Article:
There is absolutely no shred of doubt that indeed desperate times call for desperate measures and the current global pandemic is a case in point, to say the least. While the world is caught in an entangled web of what could be the panacea to the novel COVID-19 pandemic that has bedeviled the world, there are some positives that could be drawn from the ravaging menace of this cataclysmic virus against humanity. Truly, necessity is the mother of invention and the technical ingenuity and shrewdness of the world have surely been put to the test in these harrowing times.
The world changed its garment in the dying embers of 2019 when a strange virus was discovered in Wuhan, China. The COVID-19, a large family of viruses that are known to cause illness ranging from the common cold to more severe diseases such as the Middle East Respiratory Syndrome (MERS) and the Severe Acute Respiratory Syndrome (SARS). This was new and first of its kind ever to be discovered. This also meant a new challenge to test the medical acumen of experts globally. However, in reality, it was a waging war on the survival of humanity that was brewing in the world. Like wildfire in a dry season, it spread and ambushed many unsuspecting countries.
Suddenly, the attention of the world is constantly drawn to the statistical doom spelt by the pandemic on a spreadsheet on daily basis and the press having a feeding frenzy on the new viral attack on the human race. It wasn’t getting funny anymore. The numbers were alarming and an obvious premonition of annihilation was in the air.
However, if there is any silver lining that could be seen in this dark cloud upon the land, it will surely be the world’s rapid response through innovation and technological invention to combat the spread of the virus and to alleviate the pain inflicted on its victims. Have you heard about the Snood with germ trap? Indeed, 2020 has been a year of novelty in all sense and this innovation coming from the United Kingdom typifies that. This innovation is a mask with “germ trap” technology. This is a result of a 10-year project with the biotech firm Virustatic but had to be hurried into production owing to the pandemic. The product acts as a barrier that attracts, traps, and kills viruses in droplets invisible to the human eye. The masks are safe towear and, according to the developers, the virus becomes inactive after touching the fabric.
In Mexico, there has been a brainwave that has birthed an invention of a Protective Plastic Capsule. The Mexican Company XE Medical Engineering drew inspiration from neonatal chambers that protect newborns from external bacteria and viruses and reversed the product and developed an isolation capsule to keep pathogens from escaping, lowering the chance of it spreading to health workers. The chamber is a sealed, flexible plastic capsule that has a filter system to keep it inflated. According to the company, the device can be used in ambulances, emergency rooms and hospital wards.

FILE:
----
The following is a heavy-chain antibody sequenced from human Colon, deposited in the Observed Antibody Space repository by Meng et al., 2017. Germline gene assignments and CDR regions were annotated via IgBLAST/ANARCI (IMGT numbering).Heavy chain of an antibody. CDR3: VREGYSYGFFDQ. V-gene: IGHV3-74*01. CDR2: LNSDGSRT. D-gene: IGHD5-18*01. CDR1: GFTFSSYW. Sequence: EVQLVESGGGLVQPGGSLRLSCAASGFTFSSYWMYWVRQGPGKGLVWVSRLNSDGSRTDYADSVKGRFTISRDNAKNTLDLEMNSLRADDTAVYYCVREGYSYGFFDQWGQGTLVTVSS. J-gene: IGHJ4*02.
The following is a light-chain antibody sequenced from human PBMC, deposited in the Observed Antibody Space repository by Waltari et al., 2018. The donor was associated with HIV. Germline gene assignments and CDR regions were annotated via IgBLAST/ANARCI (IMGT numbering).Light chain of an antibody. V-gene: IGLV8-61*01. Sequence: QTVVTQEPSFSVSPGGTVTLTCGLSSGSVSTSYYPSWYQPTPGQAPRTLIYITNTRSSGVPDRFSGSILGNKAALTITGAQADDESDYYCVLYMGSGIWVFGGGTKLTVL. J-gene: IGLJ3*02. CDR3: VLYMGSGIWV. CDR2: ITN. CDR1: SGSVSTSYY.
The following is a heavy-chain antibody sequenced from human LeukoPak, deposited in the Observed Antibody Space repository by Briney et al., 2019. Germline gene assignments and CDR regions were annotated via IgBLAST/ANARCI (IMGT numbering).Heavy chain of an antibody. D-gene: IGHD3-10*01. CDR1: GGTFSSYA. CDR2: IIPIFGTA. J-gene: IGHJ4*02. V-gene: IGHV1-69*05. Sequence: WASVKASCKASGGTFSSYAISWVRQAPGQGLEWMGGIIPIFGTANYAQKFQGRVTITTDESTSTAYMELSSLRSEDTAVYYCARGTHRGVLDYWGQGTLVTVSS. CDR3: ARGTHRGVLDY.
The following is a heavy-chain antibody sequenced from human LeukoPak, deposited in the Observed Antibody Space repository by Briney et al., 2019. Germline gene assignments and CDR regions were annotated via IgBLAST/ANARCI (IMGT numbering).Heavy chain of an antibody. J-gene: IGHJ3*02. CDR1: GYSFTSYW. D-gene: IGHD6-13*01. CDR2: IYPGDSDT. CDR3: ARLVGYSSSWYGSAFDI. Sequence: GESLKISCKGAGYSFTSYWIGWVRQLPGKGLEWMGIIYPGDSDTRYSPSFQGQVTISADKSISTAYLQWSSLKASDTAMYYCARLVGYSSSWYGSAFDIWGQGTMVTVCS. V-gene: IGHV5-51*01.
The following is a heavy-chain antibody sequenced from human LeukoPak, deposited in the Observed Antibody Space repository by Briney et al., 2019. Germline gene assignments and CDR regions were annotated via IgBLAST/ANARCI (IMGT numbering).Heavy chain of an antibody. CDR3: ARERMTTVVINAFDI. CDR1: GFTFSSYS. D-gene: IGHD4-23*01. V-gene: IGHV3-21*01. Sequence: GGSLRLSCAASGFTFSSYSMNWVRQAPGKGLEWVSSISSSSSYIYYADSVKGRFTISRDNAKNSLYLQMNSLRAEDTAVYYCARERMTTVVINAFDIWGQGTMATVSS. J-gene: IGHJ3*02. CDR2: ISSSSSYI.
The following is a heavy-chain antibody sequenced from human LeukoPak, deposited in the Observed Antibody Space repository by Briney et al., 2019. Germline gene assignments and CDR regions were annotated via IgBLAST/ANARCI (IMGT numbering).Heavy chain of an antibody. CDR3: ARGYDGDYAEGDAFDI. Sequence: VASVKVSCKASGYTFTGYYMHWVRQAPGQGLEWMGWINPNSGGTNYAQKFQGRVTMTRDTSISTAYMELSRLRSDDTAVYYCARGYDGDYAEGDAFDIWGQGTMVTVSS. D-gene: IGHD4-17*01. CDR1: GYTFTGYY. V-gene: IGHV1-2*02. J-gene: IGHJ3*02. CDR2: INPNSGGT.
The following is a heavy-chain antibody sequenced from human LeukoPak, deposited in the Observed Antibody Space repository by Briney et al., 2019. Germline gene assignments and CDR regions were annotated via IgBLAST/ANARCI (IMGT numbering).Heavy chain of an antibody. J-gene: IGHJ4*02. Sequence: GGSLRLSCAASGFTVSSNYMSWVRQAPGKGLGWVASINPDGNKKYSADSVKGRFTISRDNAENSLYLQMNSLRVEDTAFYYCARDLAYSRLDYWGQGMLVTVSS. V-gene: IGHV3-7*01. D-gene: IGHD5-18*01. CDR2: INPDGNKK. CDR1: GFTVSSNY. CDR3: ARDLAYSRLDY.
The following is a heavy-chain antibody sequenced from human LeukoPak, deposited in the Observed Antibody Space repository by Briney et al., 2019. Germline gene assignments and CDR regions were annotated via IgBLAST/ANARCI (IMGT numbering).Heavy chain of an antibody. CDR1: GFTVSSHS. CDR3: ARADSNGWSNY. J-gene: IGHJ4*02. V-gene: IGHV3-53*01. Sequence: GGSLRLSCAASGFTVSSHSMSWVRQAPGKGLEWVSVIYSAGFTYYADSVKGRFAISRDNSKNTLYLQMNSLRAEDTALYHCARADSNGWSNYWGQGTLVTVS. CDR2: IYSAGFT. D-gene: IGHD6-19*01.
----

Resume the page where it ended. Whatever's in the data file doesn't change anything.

China has also had her fair share of the global rage of innovation and invention provoked by the pandemic. Kuang-Chi Technologies have developed a smart helmet that can scan the temperature of hundreds of people every minute from a distance of up to five metres away. The headset features an infrared thermometer and can connect to the nearest hospital. It also has an augmented reality visor with facial recognition technology, which allows users to see the person’s name and medical history. The company has sold more than 1,000 temperature-scanning helmets and received orders from the Middle East, Europe and Asia so far.
Similarly, a company in Denmark has also created a sterilizing robot that looks like a group of lightsabers on wheels. Using concentrated UV-C ultraviolet light emitted by eight bulbs on its top, each robot can destroy viruses, bacteria and other harmful microbes and sanitize hospital wards without the need for chemicals. This reduces the need to leave these areas empty for several hours during cleaning, allowing hospitals to care for patients in the wake of the pandemic.
There has also been good news in Africa as countries are being spurred by the COVID -19 pandemic to come up with innovation in its prevention and diagnosing. In Ghana, a company called Redbird has been working for the last few years to ease the burden on hospitals in Ghana with technology that can help pharmacies diagnose and monitor chronic and tropical diseases, saving user information on an app. Now the company has added a function that helps people diagnose whether they have COVID-19. Users can input symptoms into an app and keep track of their movements to determine if they have been in contact with a confirmed case. The app can be used to prevent the Coronavirus from spreading in the workplace.
There are many other innovations and inventions across the globe that is COVID-19 inspired. We may sit back and talk about the pandemic with a grimacing look and walk around with a bee in our bonnet for bringing most of our activities to a standstill and keeping us in wait for the remedy that has eluded even most sophisticated countries of the world, but could we possibly also have a new slant of this pandemic considering the creation of a new world of innovative and convenient ways of performing life activities as well as a sudden awareness and inclination to health safety that has hitherto been overlooked by countries especially in Africa.
As we wade through the deep waters of the anxiety of the unknown and try to acclimate ourselves with the new norm, we can only hope that the surge in ideas and inventions will finally give rise to that which is needed to heal the world.
BY: F.KILIAN GANAA KODUA, ANNOR MANASSEH SUGARTHAN AND EMMANUEL GYAN
The Writers are Staff of the Public Affairs Directorate, Accra Technical University